Aug 01, 2019
1. Controls starting current — When a normal powered (AC) motor is started “across the line,” it takes much time to gain power to start the motor and load. This power activates the motor windings and produce heat, which will eventually reduce the endurance of the motor. A frequency inverter starts a motor at zero frequency and voltage. As the rate and voltage “build,” it “magnetizes” the motor windings, which typically takes 50-70% of the motor full-load current. Additional current above this level is dependent upon the connected load, the acceleration rate and the speed being accelerated, too. The substantially reduced starting current extends the life of the AC motor, when compared to starting across the line. The customer payback is less wear and tear on the motor (motor rewinds), and extended motor life.
2. Controls acceleration — A frequency inverter starts at zero speed and accelerates smoothly on a customer-adjustable ramp. On the other hand, an AC motor started across the line is a tremendous mechanical shock both for the motor and connected load. This shock will, over time, increase the wear and tear on the connected load, as well as the AC motor. Some applications, such as bottling lines, cannot be started with motors across the line (with product on the bottling line), but must be started empty to prevent breakage.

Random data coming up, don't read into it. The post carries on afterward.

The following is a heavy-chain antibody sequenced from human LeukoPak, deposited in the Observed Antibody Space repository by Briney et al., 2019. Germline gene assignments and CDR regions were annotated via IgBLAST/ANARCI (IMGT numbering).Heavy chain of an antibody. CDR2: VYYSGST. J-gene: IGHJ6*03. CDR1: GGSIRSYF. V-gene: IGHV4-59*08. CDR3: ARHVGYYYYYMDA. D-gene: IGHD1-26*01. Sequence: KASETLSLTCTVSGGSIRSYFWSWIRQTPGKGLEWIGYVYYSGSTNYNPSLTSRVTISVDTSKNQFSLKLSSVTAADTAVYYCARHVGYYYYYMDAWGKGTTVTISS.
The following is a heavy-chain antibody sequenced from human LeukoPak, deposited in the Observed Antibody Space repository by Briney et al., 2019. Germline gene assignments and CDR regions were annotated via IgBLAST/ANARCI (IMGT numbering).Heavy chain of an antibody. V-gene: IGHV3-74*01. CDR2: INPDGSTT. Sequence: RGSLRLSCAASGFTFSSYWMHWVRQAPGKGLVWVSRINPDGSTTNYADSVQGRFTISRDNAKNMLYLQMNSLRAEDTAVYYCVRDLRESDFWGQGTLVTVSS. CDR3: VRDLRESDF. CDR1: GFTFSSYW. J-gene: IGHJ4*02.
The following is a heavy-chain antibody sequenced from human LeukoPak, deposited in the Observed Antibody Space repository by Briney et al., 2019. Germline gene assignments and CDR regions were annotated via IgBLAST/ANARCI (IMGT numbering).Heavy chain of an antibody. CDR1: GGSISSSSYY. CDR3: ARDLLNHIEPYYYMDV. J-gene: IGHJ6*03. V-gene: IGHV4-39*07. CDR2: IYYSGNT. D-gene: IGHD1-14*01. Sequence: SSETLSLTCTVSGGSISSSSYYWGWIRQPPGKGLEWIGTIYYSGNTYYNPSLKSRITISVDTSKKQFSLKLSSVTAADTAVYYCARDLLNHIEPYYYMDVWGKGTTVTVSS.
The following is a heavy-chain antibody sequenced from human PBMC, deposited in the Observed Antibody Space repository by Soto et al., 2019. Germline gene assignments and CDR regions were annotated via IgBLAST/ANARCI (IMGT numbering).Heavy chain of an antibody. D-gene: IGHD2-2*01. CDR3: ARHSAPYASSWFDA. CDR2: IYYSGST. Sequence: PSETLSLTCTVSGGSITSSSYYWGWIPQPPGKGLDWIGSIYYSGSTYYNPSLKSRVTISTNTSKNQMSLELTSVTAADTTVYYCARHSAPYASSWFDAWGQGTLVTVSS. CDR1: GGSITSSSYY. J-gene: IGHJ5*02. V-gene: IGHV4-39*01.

3. Adjusts operating speed — Use of a frequency inverter enables improving of a process, making changes in a process, allows starting at reduced speed, and allows remote adjustment of speed by programmable controller or process controller.
4. Controls motor “stopping” — Just as important as controlled acceleration, controlled stopping can be important to reduce mechanical wear and tear because of the shocks to the process or loss of product due to breakage.
5. Saves energy – Frequency Inverters operate only with the necessary power, rather than having the motor function at fixed speed and utilizing a surplus energy. Using a fixed speed motor would require some type of mechanical regulating device, such as a vane or damper; but the fact remains that the motor would still be running full load and full speed (full power). Energy savings can be sufficient to pay back the capitalized cost in a matter of a couple of years or less, depending on the size of the motor.
Developments in frequency inverter technology are putting even more power in the hands of maintenance and engineering managers, who are taking a closer look at the life-cycle costs and potential benefits of this device for their facilities. Thus, it is a great advantage to use frequency inverters in enhancing all motor powered operations.